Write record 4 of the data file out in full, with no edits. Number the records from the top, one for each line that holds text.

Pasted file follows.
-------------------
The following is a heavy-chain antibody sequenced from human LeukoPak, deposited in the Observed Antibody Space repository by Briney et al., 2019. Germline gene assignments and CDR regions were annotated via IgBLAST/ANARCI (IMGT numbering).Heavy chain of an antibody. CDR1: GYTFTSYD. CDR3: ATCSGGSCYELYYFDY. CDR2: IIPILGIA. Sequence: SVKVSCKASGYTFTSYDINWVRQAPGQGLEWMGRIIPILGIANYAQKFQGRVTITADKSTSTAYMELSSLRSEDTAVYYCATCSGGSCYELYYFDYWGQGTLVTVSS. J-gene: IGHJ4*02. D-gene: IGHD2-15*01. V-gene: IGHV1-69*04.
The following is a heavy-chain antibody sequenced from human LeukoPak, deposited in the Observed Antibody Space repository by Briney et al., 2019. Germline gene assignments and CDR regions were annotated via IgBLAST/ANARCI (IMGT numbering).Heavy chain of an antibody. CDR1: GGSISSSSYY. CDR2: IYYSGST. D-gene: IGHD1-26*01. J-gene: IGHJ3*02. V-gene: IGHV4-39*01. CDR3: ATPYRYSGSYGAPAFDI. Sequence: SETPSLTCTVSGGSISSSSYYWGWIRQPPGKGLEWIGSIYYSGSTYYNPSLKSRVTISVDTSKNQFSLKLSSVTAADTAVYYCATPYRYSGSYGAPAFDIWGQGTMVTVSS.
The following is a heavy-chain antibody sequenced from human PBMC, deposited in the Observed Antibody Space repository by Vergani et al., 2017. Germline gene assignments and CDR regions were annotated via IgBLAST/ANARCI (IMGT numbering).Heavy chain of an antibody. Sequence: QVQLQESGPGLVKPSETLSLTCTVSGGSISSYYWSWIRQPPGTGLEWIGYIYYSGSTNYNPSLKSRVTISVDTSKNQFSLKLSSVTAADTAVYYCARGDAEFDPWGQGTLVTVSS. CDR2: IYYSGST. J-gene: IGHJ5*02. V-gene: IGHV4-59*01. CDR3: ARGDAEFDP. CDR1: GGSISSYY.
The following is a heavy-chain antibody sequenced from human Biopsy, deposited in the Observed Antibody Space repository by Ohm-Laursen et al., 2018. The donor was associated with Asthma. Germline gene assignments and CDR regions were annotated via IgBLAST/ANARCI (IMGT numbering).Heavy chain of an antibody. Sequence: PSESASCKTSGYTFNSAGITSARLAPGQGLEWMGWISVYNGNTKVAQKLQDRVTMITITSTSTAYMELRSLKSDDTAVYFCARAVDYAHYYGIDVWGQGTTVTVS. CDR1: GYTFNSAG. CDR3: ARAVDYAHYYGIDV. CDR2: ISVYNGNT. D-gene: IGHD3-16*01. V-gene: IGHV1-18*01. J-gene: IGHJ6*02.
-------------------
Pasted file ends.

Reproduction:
The following is a heavy-chain antibody sequenced from human Biopsy, deposited in the Observed Antibody Space repository by Ohm-Laursen et al., 2018. The donor was associated with Asthma. Germline gene assignments and CDR regions were annotated via IgBLAST/ANARCI (IMGT numbering).Heavy chain of an antibody. Sequence: PSESASCKTSGYTFNSAGITSARLAPGQGLEWMGWISVYNGNTKVAQKLQDRVTMITITSTSTAYMELRSLKSDDTAVYFCARAVDYAHYYGIDVWGQGTTVTVS. CDR1: GYTFNSAG. CDR3: ARAVDYAHYYGIDV. CDR2: ISVYNGNT. D-gene: IGHD3-16*01. V-gene: IGHV1-18*01. J-gene: IGHJ6*02.